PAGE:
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Thomas F. Monteleone Interview

This interview was conducted in May for the Maryland Writers' Association Conference.

INTERVIEW WITH THOMAS F. MONTELEONE

1‭) ‬What was it like when you published your first book and how has the industry changed since then in terms of how authors are getting their books sold,‭ ‬both to publishers and to audiences‭?

TFM:‭ ‬You know,‭ ‬it’s a shame because it really has changed,‭ ‬and I think the industry has changed drastically.‭ ‬I’ve seen the marketplace go through some unbelievable changes.‭ ‬I started out writing short stories‭; ‬I think I published 20 to 25 stories in science fiction magazines in the early‭ ‘‬70s.‭ ‬One year I was at this convention,‭ ‬and I met this young agent who was looking for new writers,‭ ‬young writers,‭ ‬and he said,‭ “‬Have you written any novels yet‭?” ‬and I told him no.‭ ‬I couldn’t even imagine writing something that long.‭ ‬At that point 40 pages was‭ “‬wow‭!” ‬So he told me that he could get me some contracts with publishers that were looking for new writers.‭ ‬He said,‭ “‬If you can put in a proposal and learn how to write a novel while you go along,‭ ‬I’ll pay you for it.‭”

So long story short,‭ ‬the first few novels I did were paperback originals.‭ ‬I think I got‭ $‬1500,‭ $‬2500,‭ ‬which back then wasn’t good money but it wasn’t terrible.‭ ‬And back then‭ (‬this will show you how the industry’s changed‭) ‬back then if you wrote mystery novels,‭ ‬the hardcore fans would go to the bookstores, and whatever new mysteries were out the fans would buy them because the books were paperbacks and they were 35,‭ 40‬ cents,‭ ‬whatever they were.‭ ‬And this hardcore audience bought paperback original novels like crazy.‭

Whatever you were writing at that time,‭ ‬if you wrote mysteries or romance or Gothic or spy novels—whatever you wrote—the publisher knew there was a hardcore audience that,‭ ‬say,‭ ‬if he published a spy novel,‭ ‬he knew he was going to sell‭ ‬50,000‭ ‬copies of it,‭ ‬and that’s if it was by nobody they’d ever heard of.‭ ‬If it was by somebody known,‭ ‬it was going to sell a million.‭ ‬There was an audience for all this stuff.

Do you know what the midlist is‭?

NG:‭ ‬Yeah.

TFM:‭ ‬The midlist was very good back then,‭ ‬and you could make a living selling one paperback original novel a year,‭ ‬for $25,000 or $30,000 and another $15,000 in royalties.‭ ‬And you could make a living doing that.

The midlist is kind of fading away now‭; ‬a publisher’s thinking today is to either buy blockbusters where they try to knock it out of the park and do a movie and a DVD and a video game and a whole business,‭ ‬or they buy first novels from people for practically nothing.‭ ‬But people aren’t reading the midlist authors like they used to.‭ ‬And then the genres,‭ ‬science fiction and horror and thrillers and mysteries and all of those,‭ ‬half of that readership plays video games.‭ ‬Instead of reading about a pilot of a spaceship hunting a monster,‭ ‬or a spy thriller,‭ ‬they just get into the game and be the character.‭ ‬And that’s really hurt book sales.‭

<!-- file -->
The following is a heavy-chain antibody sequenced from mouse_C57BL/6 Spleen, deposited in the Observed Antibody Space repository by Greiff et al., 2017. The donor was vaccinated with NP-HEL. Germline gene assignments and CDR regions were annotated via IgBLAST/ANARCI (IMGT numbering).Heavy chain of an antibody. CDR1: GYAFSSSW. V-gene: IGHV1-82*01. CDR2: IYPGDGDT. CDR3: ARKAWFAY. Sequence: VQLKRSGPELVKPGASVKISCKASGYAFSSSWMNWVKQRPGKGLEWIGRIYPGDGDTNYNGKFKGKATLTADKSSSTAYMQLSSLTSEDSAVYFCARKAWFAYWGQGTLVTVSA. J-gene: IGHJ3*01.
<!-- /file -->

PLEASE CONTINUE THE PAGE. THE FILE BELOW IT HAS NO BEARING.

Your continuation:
So I’ve seen a really vibrant paperback original industry almost disappear.‭ ‬And one of the problems is—what I didn’t know getting into this—is that if you wrote paperback originals,‭ ‬you didn’t get reviewed in the newspapers,‭ ‬or the trade publications,‭ ‬or the library journals,‭ ‬none of them.‭ ‬So it was much harder to build an audience.‭ ‬So it took me a while‭; ‬I started selling in hardback in the‭ ‘‬80s and that really helped.‭

But then Stephen King came along and started selling horror novels for a hundred million dollars,‭ ‬and that cranked up the paperback original market again.‭ ‬So in the mid ’80s if you were writing a horror novel you could get $30,000,‭ $40,000‬ for it and it would go to the news-stands and sell like crazy if it looked like a Stephen King novel.‭

So I stopped writing hardcovers for about five or six years and went back to writing paperback originals again,‭ ‬and,‭ ‬you know,‭ ‬you lose your audience that way.‭ ‬You lose your reviewers,‭ ‬you lose everything.‭

It’s a very strange industry, and I’ve seen it go through all sorts or permutations in the‭ ‬30‭ ‬years I’ve been writing,‭ ‬and I don’t know if I want my kids getting into it‭!

NG:‭ ‬You want a secure future for your children.

TFM:‭ ‬Yeah,‭ ‬exactly.‭ ‬I’ve been in it all my life,‭ ‬it’s all I know.‭ ‬I’ve never really had a‭ “‬grown-up‭” ‬job—writing is what I do,‭ ‬it’s who I am,‭ ‬and I can’t do anything else at this point.‭

2‭) ‬You discovered a horror comic when you were a kid,‭ ‬and it sparked your interest in the macabre‭; ‬your father also shared the interest in speculative fiction.‭ ‬How did that help to develop your talent as a young writer‭? ‬What advice do you have for young writers that encounter opposition to their interest in speculative fiction,‭ ‬especially dark fiction‭?

TFM:‭ ‬Can I ask,‭ ‬where did you get that stuff from‭?

NG:‭ ‬I just read up on some interviews and stuff on the Internet.‭ ‬I wanted to make sure I wasn’t repeating too many questions.

TFM:‭ ‬These are good questions,‭ ‬good job,‭ ‬I’m very impressed.

NG:‭ ‬Thank you.

TFM:‭ ‬One of the things my father did for me was buy comics for me as a kid.‭ ‬This was back when I was 10 and there were only three channels on the TV‭; ‬you couldn’t throw in a DVD anytime you felt like it.‭ ‬Reading was a much bigger avenue,‭ ‬like comic books for younger kids.‭ ‬There was a lot of strange,‭ ‬interesting stuff out there.‭

My father was into that stuff too,‭ ‬and he had read pulp in the earlier generation,‭ ‬pulp magazines in the‭ ‘‬30s and‭ ‘‬40s,‭ ‬and he liked watching strange movies and he used to take me to horror films all the time.‭ ‬That really helped build my sense of wonder,‭ ‬sense of curiosity about the world.‭